Among them was an old man who had been to India. He left with a promise to check for rooms in his company’s guest house, but returned with disappointing news. However, he did bring back a large bowl of kheer (rice pudding) from his home. While the kheer was delicious, I found pieces of chicken in it. I did not have the heart to tell my vegetarian colleague Ashish Shukla, who was gobbling up his share with relish.

Finally, the hotel owner allowed us to sleep in the storeroom for that night.

The match at the dusty, breezy Niaz stadium was a disappointing outing for India, a low-scoring affair in which Pakistan overtook India’s total of 170 in the 45th over. I can hardly recall an interesting moment from the actual cricket, but I vividly remember the Indian team being loudly cheered by local fans waving at the team bus. Contrary to what we had expected, there was a lot of warmth for the Indian team, and a complete absence of hostility.

The next encounter at Karachi’s National Stadium made up for the lifeless first match. The stadium was overflowing with thousands of spectators and the contest had everything one would expect from an India-Pakistan match. It had a thrilling finish, with India needing eight runs from the last over to overhaul Pakistan’s score of 265. Off-spinner Rajesh Chauhan sealed the chase with a six, and India won by four wickets with three balls to spare. Chauhan became an overnight star in India for his unexpected batting exploits.

In my memory though, the match is associated more with crowd trouble and the Indian team’s lack of trust in the Pakistani officials and spectators. When India was fielding, the match was marred by incidents of stone-throwing from one section of the crowd. This resulted in four disruptions, the last of which – Pakistan had scored 265 for 4 in 47.2 overs at that point – was declared as the end of the innings by match referee Ranjan Madugalle when the Indian team walked off the field. The tourists refused to field further, stating they did not want to risk injury to a player.

The Indian media contingent, which included Ravi Shastri as a television commentator, was furious. Some even felt that it was part of a larger conspiracy and that it confirmed their belief that Pakistan was no place for an Indian cricket team to visit. Shastri, while talking to us, even said that he would tell Bal Thackeray (then leader of the extreme right-wing group Shiv Sena) never to allow an Indian team to visit Pakistan.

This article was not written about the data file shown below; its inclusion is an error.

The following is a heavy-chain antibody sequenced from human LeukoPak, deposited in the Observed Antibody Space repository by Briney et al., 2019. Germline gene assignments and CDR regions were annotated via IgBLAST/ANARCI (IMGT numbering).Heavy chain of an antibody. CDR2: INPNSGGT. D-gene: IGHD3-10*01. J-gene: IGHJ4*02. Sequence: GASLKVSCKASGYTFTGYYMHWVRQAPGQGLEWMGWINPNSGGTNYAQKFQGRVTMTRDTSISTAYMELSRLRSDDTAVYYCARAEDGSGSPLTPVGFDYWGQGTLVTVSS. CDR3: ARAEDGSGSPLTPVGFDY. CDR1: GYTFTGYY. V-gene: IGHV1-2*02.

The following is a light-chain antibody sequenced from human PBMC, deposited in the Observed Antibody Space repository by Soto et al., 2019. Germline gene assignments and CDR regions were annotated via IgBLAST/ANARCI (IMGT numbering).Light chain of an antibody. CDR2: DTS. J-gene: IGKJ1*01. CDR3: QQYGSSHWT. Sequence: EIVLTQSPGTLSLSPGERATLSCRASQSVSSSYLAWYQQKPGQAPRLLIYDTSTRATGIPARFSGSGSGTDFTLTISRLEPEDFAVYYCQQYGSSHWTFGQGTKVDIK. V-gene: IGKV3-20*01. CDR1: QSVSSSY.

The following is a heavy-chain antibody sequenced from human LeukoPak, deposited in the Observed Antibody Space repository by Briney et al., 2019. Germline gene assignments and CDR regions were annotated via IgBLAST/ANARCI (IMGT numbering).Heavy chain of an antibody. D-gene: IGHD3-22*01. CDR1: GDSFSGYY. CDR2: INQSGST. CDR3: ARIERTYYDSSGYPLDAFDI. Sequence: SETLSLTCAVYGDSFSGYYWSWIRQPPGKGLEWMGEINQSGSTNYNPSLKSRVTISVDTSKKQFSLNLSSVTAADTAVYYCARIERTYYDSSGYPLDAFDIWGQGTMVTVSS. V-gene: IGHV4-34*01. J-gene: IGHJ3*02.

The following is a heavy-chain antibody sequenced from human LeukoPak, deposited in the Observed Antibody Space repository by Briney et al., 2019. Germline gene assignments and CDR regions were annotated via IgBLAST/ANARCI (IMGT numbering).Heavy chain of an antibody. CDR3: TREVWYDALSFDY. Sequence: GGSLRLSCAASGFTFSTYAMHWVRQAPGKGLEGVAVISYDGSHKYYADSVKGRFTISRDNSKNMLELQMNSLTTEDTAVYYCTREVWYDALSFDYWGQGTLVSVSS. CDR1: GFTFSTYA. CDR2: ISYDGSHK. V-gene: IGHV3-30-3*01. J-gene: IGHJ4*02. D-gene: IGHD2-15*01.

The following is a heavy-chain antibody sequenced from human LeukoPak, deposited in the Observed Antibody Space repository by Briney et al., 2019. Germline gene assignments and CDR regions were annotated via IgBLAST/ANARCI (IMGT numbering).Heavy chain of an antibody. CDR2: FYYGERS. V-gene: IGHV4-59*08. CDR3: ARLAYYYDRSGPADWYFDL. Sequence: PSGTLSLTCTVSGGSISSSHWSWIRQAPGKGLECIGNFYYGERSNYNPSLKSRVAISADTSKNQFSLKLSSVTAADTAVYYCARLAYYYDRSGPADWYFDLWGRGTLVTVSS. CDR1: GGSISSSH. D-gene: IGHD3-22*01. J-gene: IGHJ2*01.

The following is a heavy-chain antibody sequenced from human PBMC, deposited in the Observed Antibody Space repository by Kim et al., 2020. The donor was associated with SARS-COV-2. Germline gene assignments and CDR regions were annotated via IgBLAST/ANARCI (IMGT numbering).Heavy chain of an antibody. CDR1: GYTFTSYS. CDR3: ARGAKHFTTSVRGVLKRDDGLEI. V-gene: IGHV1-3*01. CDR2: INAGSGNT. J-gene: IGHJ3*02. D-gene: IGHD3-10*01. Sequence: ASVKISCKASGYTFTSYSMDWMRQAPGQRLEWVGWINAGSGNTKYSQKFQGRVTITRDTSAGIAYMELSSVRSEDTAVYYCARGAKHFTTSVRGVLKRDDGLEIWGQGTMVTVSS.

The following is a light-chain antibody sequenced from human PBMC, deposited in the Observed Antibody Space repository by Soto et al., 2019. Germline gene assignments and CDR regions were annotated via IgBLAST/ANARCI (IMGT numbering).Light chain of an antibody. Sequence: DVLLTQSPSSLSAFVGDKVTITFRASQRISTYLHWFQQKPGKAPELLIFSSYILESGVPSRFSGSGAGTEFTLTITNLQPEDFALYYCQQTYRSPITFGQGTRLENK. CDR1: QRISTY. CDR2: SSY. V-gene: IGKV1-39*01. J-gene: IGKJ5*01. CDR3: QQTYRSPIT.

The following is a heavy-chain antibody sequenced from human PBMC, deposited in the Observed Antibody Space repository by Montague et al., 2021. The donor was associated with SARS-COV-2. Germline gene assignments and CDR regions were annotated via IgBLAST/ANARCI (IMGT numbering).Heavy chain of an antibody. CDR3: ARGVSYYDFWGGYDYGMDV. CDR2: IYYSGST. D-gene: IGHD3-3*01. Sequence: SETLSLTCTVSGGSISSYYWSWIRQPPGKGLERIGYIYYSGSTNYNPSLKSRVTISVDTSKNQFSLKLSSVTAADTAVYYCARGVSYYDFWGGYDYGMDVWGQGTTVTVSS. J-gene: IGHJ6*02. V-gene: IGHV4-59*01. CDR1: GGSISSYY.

From the press box it was hard to figure out what exactly was going on, so I took a walk around the boundary line. All I could see were crowds desperate for the match to restart, with no sign of any hostility among them. Whosoever the miscreants were, they had done their disruptive job slyly and were now sitting quietly among the vast mass of peaceful cricket lovers.

I went to meet the Indian team manager, Madan Lal, who was understandably tense and jittery. “They are throwing big stones at us,” he fumed. “Someone could get seriously injured.” I realised he was contemplating not resuming play at all, which not only meant conceding the match but more significantly would have been a diplomatic disaster. I advised caution and reported what I sensed from my walk around the ground.

After much deliberation, the Indians agreed to continue the match. As Madugalle had terminated the Pakistan innings, no Indian fielder had to stand close to the boundary. The Indians agreed that the Pakistani total would have to be chased within 47 overs instead of the regular 50. After that, the match continued without disruption, and even though the crowd did not enjoy the nail-biting loss for the home team, there was no further violent or hostile reactions.

While making my way back to the hotel among thousands of disappointed people leaving the stadium, I spotted a young boy of about ten wailing loudly. I put an arm around him and asked him why he was crying. The sobbing child replied, “Log kehte hain hume inse haarna nahi chahiye (People say we should not lose to them).” His reaction was astonishingly similar to that of my relatives’ and friends’ children when India loses to Pakistan.

Not Just Cricket: A Reporter’s Journey through Modern India

Excerpted with permission from Not Just Cricket: A Reporter’s Journey through Modern India, Pradeep Magazine, HarperCollins India.